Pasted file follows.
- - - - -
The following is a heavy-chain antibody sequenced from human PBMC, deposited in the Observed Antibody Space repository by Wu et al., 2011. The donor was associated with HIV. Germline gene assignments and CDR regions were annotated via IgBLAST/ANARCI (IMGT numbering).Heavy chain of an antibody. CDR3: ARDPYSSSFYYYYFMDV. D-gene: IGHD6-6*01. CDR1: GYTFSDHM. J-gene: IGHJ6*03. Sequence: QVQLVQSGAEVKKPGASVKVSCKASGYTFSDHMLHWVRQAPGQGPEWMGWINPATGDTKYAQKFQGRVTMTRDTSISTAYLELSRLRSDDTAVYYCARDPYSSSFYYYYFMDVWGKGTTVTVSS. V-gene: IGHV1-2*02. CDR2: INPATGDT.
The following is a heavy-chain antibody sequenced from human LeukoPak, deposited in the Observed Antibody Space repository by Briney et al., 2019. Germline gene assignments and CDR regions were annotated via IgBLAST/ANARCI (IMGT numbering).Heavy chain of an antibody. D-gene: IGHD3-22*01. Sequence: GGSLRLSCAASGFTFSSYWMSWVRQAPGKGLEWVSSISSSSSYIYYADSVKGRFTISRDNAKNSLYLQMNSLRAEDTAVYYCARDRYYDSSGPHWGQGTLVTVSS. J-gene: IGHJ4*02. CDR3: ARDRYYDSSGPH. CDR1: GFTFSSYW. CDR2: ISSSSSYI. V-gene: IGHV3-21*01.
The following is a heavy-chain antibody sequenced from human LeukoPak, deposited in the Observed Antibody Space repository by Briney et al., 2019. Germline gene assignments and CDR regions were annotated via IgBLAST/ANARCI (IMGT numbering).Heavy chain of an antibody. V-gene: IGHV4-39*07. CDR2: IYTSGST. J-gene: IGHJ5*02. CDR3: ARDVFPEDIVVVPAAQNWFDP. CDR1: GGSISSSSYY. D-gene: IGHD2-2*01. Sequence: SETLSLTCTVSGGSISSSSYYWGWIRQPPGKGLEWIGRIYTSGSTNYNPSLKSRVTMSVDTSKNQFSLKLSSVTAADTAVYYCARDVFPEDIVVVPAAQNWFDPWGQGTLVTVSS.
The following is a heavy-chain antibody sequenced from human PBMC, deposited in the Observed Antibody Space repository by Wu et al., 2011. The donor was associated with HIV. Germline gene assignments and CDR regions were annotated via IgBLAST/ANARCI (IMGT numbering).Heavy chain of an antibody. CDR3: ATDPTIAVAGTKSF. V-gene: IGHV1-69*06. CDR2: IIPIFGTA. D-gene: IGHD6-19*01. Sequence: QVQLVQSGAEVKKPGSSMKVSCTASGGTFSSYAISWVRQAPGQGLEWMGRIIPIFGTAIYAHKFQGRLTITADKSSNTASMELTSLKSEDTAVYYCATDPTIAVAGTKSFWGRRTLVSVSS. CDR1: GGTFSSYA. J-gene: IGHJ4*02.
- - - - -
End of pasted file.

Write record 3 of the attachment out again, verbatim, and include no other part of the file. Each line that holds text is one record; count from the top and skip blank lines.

The following is a heavy-chain antibody sequenced from human LeukoPak, deposited in the Observed Antibody Space repository by Briney et al., 2019. Germline gene assignments and CDR regions were annotated via IgBLAST/ANARCI (IMGT numbering).Heavy chain of an antibody. V-gene: IGHV4-39*07. CDR2: IYTSGST. J-gene: IGHJ5*02. CDR3: ARDVFPEDIVVVPAAQNWFDP. CDR1: GGSISSSSYY. D-gene: IGHD2-2*01. Sequence: SETLSLTCTVSGGSISSSSYYWGWIRQPPGKGLEWIGRIYTSGSTNYNPSLKSRVTMSVDTSKNQFSLKLSSVTAADTAVYYCARDVFPEDIVVVPAAQNWFDPWGQGTLVTVSS.